African-Americans in Advertisements During the Civil Rights' Movement

Timeline created by jleal1
In History
  • Introduction

    The Civil Rights Movement occurred in the mid-1950s through the late 1960s. The beginning of the Civil Rights Movement was catalyzed by Rosa Parks refusing to give her bus seat up to a white man
  • Coca-cola ad

    Coca-cola ad
  • /intro

    You won’t find ads like these in the archives of LIFE or Vogue or Esquire. You’d need to be looking in the few places where Black wealth was actually acknowledged and encouraged. Open up the archives of the Johnson Publishing dynasty, which produced magazines like Ebony and Jet, and suddenly, you’ll see the Black middle-class housewife elegantly smoking her Camel cigarette, Black businessmen loosening their ties over Budweisers and suburban African American families waterskiing with a pack of Pe
  • information

    The Civil Rights protests of the ’60s finally forced advertisers and agencies to change their approach and diversify. Art director Vince Culllers, had grown frustrated creatively during his years working for Ebony in the early 1950s and sought to reform the ways in which advertisements were portraying Blacks in the industry. In doing so, he created the first Black-owned advertising agency in 1956.
  • Tobacco co. info

    Tobacco seller Philip Morris is attacked by a pro-segregation publication, the White Sentinel, for being "the first cigarette company to advertise in the Negro press." Cigarette companies are among the first industries to work with black publications at all, but some of these companies are later criticized for disproportionately targeting black communities. Black Americans typically smoke fewer cigarettes and start smoking at an older age but are more likely to die from smoking-related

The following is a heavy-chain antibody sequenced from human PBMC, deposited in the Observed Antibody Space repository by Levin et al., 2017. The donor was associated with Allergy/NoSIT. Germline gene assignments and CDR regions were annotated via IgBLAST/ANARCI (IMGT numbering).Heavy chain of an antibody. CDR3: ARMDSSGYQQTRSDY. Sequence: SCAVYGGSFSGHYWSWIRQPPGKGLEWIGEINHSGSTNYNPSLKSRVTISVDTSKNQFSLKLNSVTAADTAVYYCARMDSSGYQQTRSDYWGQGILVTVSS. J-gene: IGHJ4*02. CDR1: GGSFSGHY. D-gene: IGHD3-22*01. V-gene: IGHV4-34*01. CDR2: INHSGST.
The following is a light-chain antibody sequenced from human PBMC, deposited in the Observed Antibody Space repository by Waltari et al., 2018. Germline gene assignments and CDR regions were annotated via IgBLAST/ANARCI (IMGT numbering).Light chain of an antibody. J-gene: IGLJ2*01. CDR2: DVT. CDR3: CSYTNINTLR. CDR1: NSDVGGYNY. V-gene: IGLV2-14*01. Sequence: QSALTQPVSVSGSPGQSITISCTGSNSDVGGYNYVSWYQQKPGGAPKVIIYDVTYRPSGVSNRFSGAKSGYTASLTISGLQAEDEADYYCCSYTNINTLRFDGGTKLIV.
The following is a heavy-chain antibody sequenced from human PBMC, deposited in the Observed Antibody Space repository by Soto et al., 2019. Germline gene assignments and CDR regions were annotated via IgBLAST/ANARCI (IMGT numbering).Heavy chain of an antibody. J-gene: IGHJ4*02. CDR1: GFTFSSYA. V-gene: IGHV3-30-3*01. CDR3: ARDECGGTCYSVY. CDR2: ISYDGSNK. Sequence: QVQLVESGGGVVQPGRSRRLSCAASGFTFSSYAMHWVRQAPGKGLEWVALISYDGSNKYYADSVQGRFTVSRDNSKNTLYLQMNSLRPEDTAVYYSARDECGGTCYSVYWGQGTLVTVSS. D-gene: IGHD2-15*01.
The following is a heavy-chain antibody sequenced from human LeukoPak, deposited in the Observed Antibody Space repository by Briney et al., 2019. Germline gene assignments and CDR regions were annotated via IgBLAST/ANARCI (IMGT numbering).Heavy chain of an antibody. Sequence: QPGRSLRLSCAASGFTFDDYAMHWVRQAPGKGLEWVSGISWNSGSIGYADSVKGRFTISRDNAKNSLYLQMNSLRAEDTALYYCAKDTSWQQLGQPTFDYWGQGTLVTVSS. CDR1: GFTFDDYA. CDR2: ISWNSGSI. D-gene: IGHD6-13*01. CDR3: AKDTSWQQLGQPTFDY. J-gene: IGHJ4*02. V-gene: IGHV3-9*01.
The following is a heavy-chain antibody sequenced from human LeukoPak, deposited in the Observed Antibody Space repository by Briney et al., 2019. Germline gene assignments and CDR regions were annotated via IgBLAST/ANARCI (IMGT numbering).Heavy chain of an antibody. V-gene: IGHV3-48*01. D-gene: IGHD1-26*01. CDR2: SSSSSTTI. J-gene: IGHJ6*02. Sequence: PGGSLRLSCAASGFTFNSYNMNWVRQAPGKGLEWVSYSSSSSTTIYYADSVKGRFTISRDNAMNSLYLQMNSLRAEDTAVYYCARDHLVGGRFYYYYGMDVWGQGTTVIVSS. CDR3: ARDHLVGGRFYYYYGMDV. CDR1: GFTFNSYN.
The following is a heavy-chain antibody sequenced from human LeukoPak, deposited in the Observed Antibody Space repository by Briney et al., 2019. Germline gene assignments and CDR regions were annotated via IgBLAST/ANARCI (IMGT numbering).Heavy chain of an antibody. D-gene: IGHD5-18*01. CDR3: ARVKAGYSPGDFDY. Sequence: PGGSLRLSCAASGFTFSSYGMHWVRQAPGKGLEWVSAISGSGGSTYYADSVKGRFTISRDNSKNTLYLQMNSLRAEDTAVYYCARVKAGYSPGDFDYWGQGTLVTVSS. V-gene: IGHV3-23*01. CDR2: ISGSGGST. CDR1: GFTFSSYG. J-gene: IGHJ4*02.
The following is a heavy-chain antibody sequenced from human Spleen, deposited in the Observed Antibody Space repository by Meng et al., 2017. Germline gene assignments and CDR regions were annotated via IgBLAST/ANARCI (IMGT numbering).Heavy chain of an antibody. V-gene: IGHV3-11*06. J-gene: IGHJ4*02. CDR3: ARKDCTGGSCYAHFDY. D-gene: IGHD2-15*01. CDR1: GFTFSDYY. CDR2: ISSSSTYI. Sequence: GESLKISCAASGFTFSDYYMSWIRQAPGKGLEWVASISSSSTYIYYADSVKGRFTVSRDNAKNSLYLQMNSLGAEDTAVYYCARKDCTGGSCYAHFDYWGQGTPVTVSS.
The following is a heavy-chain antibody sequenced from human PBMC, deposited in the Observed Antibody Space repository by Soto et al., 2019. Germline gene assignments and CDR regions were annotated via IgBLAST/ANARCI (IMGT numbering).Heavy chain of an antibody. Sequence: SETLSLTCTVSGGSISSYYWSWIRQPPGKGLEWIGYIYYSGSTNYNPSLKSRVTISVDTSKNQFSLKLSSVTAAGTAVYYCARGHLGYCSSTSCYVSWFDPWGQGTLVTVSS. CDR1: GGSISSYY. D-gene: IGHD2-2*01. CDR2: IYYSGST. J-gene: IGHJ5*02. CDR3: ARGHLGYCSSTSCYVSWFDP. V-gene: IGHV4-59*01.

• media exposure

    Lyndon B. Johnson commissions the Kerner Report to investigate the causes behind, and prevent the recurrence of, the 1967 race riots in Newark, New Jersey, and Detroit, Michigan. The report identifies paltry media representation as one of the inequalities that helped drive the riots. It concludes: "Negro reporters and performers should appear more frequently—and at primetime—in news broadcasts, on weather shows, in documentaries, and in advertisements."
  • Light skin ad

    Light skin ad
  • Tobacco ad

    Tobacco ad